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Tag: Today (11-20 of 59)

Al Roker oversleeps, misses 'Wake Up With Al Roker' -- VIDEO

BREAKING NEWS: A man woke up late on August 6.

Okay, so the man in question was Al Roker — and oversleeping for the first time in 39 years meant that he wasn’t there to film Wake Up With Al, his early-early morning show. (Today, which airs an hour after Wake Up begins, is just early.) At 5:41 a.m. ET, he realized his mistake and quickly took to Twitter: READ FULL STORY

Oprah Winfrey compares Trayvon Martin to Emmett Till -- VIDEO

On August 28, 1955, 14-year-old Emmett Till was savagely beaten and shot through the head in Money, Mississippi, all for the crime of speaking to a 21-year-old white woman. After a widely covered trial, his murderers were acquitted — leading to national indignation and helping to catalyze the civil rights movement.

Though the specifics of each case are vastly different, it’s easy to compare Till’s murder and its aftermath to the 2012 shooting of 17-year-old Trayvon Martin. Oprah Winfrey did that very thing this morning in a brief clip shown on Today, calling the killings “parallel” — and adding, “In my mind, [they're the] same thing.”

At the same time, Winfrey — who stars in Lee Daniels’ The Butler, a film set partially during the height of the civil rights movement — was careful to say that those outraged by Martin’s death and George Zimmerman being found not guilty shouldn’t dwell in the past. “You can get stuck in that,” she said, “and not allow yourself to move forward and to see how far we’ve come.”
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Trayvon Martin's parents speak out on multiple morning shows -- VIDEO

Sybrina Fulton and Tracy Martin made the morning-show rounds today, speaking out for the first time after George Zimmerman’s not-guilty verdict was announced July 13. Trayvon Martin’s parents were somber and resigned in each appearance, repeatedly expressing their shock at the verdict — and indicating that they may be moving forward with a civil suit.

Martin spoke movingly about his son on CBS this morning, opening the interview by saying, “I want America to know that Trayvon was a fun-loving child. He was our child. We miss him dearly. Just to have your child’s life taken away from you like that, it hurts. And it’s a process that will take a long time to start to recovery from.”

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Both 'Today' and 'Good Morning America' give tips for surviving a plane crash -- VIDEO

Aerophobes and high-fliers alike are feeling uneasy about air travel in light of Asiana Airlines Flight 214, which crashed Saturday at San Francisco International Airport. Images of the plane’s burned-out corpse could chill even the most seasoned traveler, despite the fact that nearly every one of the flight’s 300+ passengers made it out alive. (Two Chinese teenagers, Ye Mengyuan and Wang Linja, were found dead on the tarmac.)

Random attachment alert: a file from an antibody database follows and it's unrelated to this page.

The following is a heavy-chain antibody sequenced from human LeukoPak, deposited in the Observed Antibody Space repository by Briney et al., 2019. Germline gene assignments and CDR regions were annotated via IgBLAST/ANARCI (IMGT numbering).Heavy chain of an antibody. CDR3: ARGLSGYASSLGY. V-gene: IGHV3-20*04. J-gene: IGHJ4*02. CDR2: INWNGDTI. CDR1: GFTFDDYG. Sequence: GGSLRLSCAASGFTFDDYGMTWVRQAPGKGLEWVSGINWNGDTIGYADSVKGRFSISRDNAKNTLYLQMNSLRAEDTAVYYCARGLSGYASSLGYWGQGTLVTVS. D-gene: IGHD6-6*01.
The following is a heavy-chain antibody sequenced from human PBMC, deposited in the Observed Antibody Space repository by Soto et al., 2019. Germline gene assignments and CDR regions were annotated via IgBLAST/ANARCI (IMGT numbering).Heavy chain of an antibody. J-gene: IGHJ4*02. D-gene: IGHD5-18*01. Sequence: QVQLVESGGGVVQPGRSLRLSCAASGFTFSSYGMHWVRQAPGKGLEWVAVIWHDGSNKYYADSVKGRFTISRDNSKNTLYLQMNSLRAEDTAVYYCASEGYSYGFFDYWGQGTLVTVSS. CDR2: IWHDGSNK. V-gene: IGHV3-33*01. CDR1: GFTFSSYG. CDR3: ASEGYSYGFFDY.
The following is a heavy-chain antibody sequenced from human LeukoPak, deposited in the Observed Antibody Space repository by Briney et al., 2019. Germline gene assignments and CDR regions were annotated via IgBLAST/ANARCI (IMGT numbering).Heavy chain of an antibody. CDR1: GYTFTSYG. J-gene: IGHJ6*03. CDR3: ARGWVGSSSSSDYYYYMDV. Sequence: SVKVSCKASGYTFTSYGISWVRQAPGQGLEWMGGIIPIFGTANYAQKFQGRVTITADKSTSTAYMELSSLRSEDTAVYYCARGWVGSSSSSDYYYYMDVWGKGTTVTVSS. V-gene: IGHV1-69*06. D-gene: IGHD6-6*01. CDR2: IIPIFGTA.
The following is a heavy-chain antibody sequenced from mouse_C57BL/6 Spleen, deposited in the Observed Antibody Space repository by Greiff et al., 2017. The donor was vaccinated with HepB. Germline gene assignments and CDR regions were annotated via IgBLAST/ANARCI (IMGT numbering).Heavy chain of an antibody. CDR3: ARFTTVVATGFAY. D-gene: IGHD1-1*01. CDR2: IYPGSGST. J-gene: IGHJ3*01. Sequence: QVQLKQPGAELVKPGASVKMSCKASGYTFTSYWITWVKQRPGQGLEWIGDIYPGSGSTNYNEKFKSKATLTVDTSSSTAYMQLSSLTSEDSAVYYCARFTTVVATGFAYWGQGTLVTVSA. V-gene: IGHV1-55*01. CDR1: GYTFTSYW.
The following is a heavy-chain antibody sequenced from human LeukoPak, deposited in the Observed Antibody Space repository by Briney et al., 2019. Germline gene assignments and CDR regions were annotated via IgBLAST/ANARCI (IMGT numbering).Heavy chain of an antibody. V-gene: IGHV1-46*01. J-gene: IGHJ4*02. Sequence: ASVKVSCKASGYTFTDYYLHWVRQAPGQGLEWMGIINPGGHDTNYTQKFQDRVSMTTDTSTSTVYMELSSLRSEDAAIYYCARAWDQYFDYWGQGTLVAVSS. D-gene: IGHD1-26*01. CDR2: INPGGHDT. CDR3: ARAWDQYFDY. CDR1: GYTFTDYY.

So, what should you do in the extremely unlikely event that you’re on a crashing plane? Today and Good Morning America each aired a few key tips on their shows this morning — and though these programs are arch rivals, their plane crash survival tips are actually remarkably similar. Both recommend knowing how close your seat is to the plane’s exit, as well as staying low in the event of smoke. Both are also careful to point out how anomalous Asiana 214’s crash was; statistically, you’ve actually got a better chance of perishing in a shark attack than a plane crash. (Odds of being killed by a shark are about one in 3.7 million, according to National Geographic; odds of being killed in a plane crash are one in 11 million, according to Discovery.)

Additionally Today suggests not trying to grab your bags as you exit the plane, while GMA tells passengers to be extra aware during the first three minutes and last eight minutes of the flight — 80 percent of air accidents happen during these windows.

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Paula Deen defends herself in teary 'Today' interview -- VIDEO

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After begging off from a planned appearance last week due to exhaustion — an excuse Matt Lauer and Al Roker accepted with a few suppressed eye-rolls — Paula Deen finally appeared on Today this morning, giving an emotional interview in which she vehemently denied being a racist.

Deen has been under fire since she admitted to using racial slurs in a deposition filed June 17; in light of her testimony, the celebrity chef has been dropped by the Food Network and Smithfield Foods. Her full, 13-minute interview with Lauer is below:

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Matt Lauer to Jay Leno: 'I am not a guy who complains' -- VIDEO